Dental Biometrics as an Aid in the Determination of Human Identity  

Oommen Nainan1 , Parmar V.S.2
1. Graded Specialist, Orthodontics & Dentofacial Orthopedics, Naval Institute of Dental Sciences, INHS Asvini Campus, Colaba, Mumbai, India
2. Director, NIDS & Classified Specialist, Periodontics, Naval Institute of Dental Sciences, INHS Asvini Campus, Colaba, Mumbai, India
Author    Correspondence author
International Journal of Clinical Case Reports, 2015, Vol. 5, No. 32   doi: 10.5376/ijccr.2015.05.0032
Received: 17 May, 2015    Accepted: 03 Jul., 2015    Published: 29 Jul., 2015
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This is an open access article published under the terms of the Creative Commons Attribution License, which permits unrestricted use, distribution, and reproduction in any medium, provided the original work is properly cited.
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Oommen Nainan and Parmar V.S., 2015, Dental Biometrics as an Aid in the Determination of Human Identity, International Journal of Clinical Case Reports, 5(32) 1-7 (doi: 10.5376/ijccr.2015.05.0032)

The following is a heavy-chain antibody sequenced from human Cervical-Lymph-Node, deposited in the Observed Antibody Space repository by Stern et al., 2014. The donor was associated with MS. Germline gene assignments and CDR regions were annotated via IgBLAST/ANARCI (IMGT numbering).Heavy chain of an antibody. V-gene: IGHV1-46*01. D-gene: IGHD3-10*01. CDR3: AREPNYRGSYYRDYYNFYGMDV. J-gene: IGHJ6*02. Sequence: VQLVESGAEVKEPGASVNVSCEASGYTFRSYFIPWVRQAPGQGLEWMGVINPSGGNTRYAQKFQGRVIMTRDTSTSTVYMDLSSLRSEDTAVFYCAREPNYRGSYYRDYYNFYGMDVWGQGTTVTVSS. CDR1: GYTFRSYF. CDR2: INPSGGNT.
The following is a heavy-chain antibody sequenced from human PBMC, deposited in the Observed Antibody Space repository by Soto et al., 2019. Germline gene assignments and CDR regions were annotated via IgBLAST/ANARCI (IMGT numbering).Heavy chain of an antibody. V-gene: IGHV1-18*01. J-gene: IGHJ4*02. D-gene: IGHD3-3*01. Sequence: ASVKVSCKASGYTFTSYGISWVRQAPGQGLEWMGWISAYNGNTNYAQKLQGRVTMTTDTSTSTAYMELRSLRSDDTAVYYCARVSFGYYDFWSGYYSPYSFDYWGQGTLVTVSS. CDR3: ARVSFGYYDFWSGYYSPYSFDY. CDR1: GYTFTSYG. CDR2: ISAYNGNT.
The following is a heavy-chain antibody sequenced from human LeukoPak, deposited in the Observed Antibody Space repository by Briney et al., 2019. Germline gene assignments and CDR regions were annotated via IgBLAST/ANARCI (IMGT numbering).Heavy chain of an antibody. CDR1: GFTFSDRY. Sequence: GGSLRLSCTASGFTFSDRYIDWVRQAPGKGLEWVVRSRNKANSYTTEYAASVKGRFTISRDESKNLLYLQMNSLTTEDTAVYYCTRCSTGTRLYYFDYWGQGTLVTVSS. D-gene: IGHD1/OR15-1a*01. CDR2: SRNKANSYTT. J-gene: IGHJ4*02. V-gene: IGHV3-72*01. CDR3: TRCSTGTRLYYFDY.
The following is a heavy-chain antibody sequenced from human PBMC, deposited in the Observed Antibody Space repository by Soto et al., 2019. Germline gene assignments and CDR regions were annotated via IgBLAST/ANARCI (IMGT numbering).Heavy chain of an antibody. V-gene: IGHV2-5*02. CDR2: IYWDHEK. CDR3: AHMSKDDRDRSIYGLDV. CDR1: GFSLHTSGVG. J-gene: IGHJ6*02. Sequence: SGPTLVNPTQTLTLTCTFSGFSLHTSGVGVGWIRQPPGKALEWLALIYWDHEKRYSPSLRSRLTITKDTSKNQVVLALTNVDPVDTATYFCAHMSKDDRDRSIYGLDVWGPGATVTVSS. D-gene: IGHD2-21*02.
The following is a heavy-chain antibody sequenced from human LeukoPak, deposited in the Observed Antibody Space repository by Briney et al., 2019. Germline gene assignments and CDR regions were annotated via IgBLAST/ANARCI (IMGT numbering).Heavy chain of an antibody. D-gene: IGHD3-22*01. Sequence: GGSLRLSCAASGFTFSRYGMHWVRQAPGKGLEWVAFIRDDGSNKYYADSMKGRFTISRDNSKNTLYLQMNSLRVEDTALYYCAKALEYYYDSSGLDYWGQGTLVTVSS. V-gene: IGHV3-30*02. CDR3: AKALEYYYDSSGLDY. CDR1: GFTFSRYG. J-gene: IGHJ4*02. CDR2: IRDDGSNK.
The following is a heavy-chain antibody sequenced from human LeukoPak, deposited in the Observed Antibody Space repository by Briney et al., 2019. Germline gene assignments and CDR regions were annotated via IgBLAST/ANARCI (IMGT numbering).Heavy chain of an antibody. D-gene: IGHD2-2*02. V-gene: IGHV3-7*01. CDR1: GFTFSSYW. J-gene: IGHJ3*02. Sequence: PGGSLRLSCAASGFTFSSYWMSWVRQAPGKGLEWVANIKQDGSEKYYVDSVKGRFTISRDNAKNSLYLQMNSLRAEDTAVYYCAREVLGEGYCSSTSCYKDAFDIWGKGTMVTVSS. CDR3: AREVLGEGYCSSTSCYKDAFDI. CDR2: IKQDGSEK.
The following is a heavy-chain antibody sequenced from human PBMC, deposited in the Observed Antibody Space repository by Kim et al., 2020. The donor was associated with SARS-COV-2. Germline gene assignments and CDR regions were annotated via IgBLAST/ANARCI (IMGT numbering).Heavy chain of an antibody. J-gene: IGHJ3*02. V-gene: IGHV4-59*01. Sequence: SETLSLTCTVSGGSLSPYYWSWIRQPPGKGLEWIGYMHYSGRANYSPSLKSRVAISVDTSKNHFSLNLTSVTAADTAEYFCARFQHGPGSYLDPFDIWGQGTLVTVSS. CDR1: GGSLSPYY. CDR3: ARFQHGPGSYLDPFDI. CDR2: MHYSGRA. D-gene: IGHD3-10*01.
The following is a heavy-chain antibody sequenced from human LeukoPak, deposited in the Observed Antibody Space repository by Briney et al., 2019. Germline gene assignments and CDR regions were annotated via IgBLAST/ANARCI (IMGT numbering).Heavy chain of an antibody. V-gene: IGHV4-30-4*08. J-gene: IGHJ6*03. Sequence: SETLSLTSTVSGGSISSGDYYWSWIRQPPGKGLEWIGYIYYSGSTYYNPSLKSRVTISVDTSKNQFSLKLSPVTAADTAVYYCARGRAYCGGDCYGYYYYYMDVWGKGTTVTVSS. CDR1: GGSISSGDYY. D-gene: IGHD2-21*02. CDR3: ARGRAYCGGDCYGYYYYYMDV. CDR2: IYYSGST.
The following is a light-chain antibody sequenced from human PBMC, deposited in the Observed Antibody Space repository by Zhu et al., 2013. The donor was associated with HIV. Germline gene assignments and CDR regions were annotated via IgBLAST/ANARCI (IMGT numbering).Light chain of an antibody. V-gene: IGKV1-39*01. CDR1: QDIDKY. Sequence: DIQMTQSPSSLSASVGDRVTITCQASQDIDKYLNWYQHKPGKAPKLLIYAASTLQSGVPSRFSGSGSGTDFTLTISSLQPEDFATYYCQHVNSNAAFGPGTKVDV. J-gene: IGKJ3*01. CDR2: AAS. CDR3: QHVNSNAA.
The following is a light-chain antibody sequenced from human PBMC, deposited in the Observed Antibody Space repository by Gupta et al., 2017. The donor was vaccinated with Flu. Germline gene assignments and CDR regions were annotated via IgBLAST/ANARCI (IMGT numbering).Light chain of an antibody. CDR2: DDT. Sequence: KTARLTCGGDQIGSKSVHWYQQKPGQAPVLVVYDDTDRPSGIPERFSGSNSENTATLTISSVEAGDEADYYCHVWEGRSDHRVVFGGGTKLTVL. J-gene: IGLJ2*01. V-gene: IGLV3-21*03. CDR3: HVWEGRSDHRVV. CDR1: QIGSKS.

Dental biometrics involves the use of features unique to the human dentition as an aid to personal identification and is widely accepted within the forensic field. Teeth, with their physiologic variations, pathoses and effects of therapy, record information that remains throughout life and beyond. The teeth constitute a scientific method in forensic identification, principally due to the great resistance to the agents which provoke the destruction of the soft tissues in the corpses (putrefaction, traumatic, physical and chemical agents) and to the high morphological variability of the human teeth. Dental biometrics allow to determine several parameters of forensic interest: specimen, population affinity, sex, age, stature and individualization's factors. Comparative dental identifications play a major role in identifying the victims of violence, disaster or other mass tragedies. The comparison of antemortem and postmortem dental records to determine human identity has long been established.Based on an appropriate knowledge of the available methods, dentists can choose the most appropriate one since the validity of identity estimation crucially depends on the method used and its proper application. The dental professionals have a major role to play in keeping accurate dental records and providing all necessary information so that legal authorities may recognize malpractice, negligence, fraud or abuse, and identify unknown humans.